Growth status of Korean orphans raised in the affluent West: anthropometric trend, multivariate determinants, and descriptive comparison with their North and South Korean peers
Schwekendiek, Daniel J.
published: Apr 1, 2017
published online: Jan 26, 2017
manuscript accepted: Aug 5, 2016
manuscript revision received: Jul 29, 2016
manuscript revision requested: Jul 1, 2016
manuscript received: Jun 22, 2015
ArtNo. ESP140007401006, Price: 29.00 €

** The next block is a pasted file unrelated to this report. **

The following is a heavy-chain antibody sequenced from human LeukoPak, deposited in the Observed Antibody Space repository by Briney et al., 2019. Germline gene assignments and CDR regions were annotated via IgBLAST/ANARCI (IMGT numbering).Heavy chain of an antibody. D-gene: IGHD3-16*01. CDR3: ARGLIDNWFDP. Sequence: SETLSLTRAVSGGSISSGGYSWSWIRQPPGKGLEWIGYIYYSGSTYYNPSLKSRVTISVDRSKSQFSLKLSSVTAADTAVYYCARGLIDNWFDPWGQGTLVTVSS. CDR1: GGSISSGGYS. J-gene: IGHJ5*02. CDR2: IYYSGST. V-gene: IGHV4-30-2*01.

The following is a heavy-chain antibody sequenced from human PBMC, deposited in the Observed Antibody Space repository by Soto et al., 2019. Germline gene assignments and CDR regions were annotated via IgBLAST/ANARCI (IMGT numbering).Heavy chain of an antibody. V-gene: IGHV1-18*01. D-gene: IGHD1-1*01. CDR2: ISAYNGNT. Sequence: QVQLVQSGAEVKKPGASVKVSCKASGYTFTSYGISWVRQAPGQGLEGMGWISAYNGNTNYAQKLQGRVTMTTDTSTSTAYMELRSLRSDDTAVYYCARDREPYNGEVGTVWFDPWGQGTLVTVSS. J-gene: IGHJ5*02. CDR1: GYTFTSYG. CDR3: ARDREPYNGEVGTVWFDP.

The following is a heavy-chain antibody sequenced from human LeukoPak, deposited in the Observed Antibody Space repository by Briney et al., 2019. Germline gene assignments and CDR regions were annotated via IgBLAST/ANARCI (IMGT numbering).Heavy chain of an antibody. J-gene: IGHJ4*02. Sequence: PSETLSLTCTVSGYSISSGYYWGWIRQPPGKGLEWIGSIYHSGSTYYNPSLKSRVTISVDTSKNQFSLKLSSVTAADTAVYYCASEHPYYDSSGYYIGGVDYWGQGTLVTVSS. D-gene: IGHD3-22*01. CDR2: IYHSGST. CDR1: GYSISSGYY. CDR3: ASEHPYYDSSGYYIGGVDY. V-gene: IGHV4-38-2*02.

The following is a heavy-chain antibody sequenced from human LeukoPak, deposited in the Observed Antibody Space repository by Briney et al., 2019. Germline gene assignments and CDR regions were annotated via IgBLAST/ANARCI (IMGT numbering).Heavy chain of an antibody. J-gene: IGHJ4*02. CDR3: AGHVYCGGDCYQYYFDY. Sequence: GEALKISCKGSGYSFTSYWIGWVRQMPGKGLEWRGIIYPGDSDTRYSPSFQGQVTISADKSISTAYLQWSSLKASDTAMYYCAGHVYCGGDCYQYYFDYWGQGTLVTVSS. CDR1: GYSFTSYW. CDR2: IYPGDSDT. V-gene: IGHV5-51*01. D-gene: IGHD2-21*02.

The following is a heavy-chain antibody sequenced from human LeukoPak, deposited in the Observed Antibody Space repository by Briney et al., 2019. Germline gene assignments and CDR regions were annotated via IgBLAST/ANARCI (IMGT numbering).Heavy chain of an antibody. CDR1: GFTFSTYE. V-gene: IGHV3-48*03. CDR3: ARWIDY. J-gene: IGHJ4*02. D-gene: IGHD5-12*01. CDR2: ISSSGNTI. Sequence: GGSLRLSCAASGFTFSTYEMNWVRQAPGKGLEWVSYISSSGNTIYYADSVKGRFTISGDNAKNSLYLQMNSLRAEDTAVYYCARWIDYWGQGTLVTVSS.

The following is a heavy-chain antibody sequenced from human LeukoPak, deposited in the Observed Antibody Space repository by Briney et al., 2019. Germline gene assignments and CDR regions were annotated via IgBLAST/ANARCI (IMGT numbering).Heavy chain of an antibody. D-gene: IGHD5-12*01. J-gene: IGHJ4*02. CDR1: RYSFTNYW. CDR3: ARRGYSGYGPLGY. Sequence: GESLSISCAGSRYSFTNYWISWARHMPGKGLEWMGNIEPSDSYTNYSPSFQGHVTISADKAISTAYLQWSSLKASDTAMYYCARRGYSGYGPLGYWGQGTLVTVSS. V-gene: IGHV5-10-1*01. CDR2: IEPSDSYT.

Abstract This paper investigates the trend in height among adult Korean orphans who were adopted in early life into affluent Western nations. Final heights of 148 females were analyzed based on a Korean government survey conducted in 2008. Height of the orphans was descriptively compared against final heights of South and North Koreans. Furthermore, statistical determinants of orphan height were investigated in multivariate regressions. Mean height of Korean orphans was 160.44 cm (SD 5.89), which was higher than that of South Koreans at 158.83 cm (SD 5.01). Both Korean orphans and South Koreans were taller than North Koreans at 155.30 cm (SD 4.94). However, height of Korean orphans stagnated at around 160–161 cm while those of North and South Koreans improved over time. In the regression analysis, the socioeconomic status of the adoptive family was statistically significant in all models, while dummies for the adoptive nations and age at adoption were insignificant. This study shows that the mean final height of women experiencing extreme environmental improvements in early-life is capped at 160–161 cm, tentatively suggesting that social stress factors in the host nation or early-life factors in the birth nation might have offset some of the environmental enrichment effects achieved through intercountry adoption.